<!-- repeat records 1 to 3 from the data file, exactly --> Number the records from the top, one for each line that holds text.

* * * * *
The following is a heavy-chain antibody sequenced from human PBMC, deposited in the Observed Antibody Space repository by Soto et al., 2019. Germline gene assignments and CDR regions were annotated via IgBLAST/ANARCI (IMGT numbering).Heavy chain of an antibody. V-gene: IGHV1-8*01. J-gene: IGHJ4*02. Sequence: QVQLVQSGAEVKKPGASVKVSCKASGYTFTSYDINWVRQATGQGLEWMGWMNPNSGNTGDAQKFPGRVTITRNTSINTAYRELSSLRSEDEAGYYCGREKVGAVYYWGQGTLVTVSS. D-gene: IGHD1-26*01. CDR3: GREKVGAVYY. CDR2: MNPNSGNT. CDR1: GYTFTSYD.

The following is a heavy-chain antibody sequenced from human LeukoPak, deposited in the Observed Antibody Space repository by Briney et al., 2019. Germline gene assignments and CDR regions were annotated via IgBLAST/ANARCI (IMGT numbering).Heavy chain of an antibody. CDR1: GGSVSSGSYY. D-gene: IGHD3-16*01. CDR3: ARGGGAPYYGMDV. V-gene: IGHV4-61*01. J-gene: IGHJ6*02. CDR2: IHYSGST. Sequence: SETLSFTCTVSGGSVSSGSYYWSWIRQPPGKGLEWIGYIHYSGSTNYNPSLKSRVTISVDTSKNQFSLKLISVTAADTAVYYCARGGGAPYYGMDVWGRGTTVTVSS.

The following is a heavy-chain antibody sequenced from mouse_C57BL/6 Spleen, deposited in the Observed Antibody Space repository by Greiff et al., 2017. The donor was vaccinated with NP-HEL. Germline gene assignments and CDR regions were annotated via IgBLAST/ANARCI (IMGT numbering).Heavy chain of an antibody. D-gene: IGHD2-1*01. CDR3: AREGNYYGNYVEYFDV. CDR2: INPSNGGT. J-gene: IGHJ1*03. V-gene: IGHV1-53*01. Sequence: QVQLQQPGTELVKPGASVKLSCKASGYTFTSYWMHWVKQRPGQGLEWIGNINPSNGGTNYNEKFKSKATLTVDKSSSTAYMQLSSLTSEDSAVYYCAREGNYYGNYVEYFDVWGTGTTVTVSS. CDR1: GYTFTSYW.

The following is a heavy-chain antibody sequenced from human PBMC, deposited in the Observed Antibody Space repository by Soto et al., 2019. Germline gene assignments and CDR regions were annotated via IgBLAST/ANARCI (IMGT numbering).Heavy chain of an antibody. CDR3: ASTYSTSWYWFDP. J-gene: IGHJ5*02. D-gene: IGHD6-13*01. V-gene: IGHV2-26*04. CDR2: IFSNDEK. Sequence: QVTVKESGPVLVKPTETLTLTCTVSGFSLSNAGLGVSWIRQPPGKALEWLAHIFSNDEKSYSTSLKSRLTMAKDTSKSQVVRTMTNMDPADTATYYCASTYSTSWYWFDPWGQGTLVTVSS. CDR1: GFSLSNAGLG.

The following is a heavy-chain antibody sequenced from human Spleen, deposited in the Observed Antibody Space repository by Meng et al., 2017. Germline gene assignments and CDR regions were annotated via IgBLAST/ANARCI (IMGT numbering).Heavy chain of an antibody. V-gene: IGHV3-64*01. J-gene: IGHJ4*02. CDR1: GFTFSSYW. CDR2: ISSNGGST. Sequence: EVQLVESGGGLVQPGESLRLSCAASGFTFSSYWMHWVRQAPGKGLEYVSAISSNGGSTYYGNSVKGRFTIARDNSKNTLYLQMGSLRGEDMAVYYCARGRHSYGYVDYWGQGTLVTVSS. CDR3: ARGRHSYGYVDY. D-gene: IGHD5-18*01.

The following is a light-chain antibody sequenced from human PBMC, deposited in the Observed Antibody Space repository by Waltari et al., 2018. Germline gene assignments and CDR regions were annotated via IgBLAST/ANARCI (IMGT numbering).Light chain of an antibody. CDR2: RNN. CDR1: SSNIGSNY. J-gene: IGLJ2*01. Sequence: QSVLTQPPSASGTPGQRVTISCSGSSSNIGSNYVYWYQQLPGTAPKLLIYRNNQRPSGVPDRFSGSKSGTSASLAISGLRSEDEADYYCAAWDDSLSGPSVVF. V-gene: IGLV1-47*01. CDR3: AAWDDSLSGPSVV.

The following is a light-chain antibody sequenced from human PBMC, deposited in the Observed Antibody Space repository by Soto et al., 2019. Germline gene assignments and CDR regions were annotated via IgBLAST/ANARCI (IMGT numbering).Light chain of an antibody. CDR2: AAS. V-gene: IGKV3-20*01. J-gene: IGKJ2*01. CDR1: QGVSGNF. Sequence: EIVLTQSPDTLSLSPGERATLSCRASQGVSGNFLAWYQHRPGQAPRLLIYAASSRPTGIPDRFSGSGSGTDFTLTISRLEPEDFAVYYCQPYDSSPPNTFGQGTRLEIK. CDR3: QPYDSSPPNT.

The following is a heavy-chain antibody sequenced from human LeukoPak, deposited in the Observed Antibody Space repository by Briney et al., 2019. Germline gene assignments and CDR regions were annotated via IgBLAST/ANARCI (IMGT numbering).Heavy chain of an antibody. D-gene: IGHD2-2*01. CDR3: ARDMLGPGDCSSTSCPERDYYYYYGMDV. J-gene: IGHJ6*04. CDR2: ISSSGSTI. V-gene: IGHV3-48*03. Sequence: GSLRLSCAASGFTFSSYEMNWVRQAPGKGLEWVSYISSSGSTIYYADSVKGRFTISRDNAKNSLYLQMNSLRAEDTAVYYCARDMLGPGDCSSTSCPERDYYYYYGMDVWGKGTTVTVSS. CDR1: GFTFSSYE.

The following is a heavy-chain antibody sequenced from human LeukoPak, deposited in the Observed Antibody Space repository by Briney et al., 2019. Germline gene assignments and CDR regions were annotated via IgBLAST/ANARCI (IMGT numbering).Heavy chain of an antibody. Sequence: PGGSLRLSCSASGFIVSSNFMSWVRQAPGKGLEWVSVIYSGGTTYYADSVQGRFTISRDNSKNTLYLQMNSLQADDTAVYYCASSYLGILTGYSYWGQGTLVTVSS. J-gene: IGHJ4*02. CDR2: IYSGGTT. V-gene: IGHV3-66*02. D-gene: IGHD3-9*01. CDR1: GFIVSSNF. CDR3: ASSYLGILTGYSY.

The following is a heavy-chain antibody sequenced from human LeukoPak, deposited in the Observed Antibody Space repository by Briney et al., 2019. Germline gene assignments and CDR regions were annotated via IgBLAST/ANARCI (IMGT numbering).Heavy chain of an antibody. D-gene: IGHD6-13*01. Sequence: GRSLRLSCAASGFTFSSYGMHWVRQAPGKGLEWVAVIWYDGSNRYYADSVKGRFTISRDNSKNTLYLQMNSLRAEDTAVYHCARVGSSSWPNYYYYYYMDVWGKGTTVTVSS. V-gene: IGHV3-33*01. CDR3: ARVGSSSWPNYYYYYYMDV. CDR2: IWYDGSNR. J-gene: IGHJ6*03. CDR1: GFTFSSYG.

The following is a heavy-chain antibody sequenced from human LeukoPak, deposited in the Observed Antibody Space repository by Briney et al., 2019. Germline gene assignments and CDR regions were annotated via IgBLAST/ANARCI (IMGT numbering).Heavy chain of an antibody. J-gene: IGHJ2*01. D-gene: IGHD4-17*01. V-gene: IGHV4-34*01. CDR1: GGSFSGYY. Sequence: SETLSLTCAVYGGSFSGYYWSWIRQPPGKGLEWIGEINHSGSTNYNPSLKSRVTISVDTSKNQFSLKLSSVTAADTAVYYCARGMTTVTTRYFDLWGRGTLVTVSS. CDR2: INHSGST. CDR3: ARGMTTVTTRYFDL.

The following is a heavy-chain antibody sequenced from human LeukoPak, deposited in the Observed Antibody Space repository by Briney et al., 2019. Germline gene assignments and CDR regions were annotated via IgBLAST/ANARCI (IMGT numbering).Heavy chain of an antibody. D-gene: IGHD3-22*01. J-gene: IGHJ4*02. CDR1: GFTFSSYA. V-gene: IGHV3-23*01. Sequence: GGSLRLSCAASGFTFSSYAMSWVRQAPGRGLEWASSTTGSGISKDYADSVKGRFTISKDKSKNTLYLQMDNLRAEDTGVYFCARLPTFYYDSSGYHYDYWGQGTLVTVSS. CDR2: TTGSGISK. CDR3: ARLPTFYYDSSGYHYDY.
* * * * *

The following is a heavy-chain antibody sequenced from human PBMC, deposited in the Observed Antibody Space repository by Soto et al., 2019. Germline gene assignments and CDR regions were annotated via IgBLAST/ANARCI (IMGT numbering).Heavy chain of an antibody. V-gene: IGHV1-8*01. J-gene: IGHJ4*02. Sequence: QVQLVQSGAEVKKPGASVKVSCKASGYTFTSYDINWVRQATGQGLEWMGWMNPNSGNTGDAQKFPGRVTITRNTSINTAYRELSSLRSEDEAGYYCGREKVGAVYYWGQGTLVTVSS. D-gene: IGHD1-26*01. CDR3: GREKVGAVYY. CDR2: MNPNSGNT. CDR1: GYTFTSYD.

The following is a heavy-chain antibody sequenced from human LeukoPak, deposited in the Observed Antibody Space repository by Briney et al., 2019. Germline gene assignments and CDR regions were annotated via IgBLAST/ANARCI (IMGT numbering).Heavy chain of an antibody. CDR1: GGSVSSGSYY. D-gene: IGHD3-16*01. CDR3: ARGGGAPYYGMDV. V-gene: IGHV4-61*01. J-gene: IGHJ6*02. CDR2: IHYSGST. Sequence: SETLSFTCTVSGGSVSSGSYYWSWIRQPPGKGLEWIGYIHYSGSTNYNPSLKSRVTISVDTSKNQFSLKLISVTAADTAVYYCARGGGAPYYGMDVWGRGTTVTVSS.

The following is a heavy-chain antibody sequenced from mouse_C57BL/6 Spleen, deposited in the Observed Antibody Space repository by Greiff et al., 2017. The donor was vaccinated with NP-HEL. Germline gene assignments and CDR regions were annotated via IgBLAST/ANARCI (IMGT numbering).Heavy chain of an antibody. D-gene: IGHD2-1*01. CDR3: AREGNYYGNYVEYFDV. CDR2: INPSNGGT. J-gene: IGHJ1*03. V-gene: IGHV1-53*01. Sequence: QVQLQQPGTELVKPGASVKLSCKASGYTFTSYWMHWVKQRPGQGLEWIGNINPSNGGTNYNEKFKSKATLTVDKSSSTAYMQLSSLTSEDSAVYYCAREGNYYGNYVEYFDVWGTGTTVTVSS. CDR1: GYTFTSYW.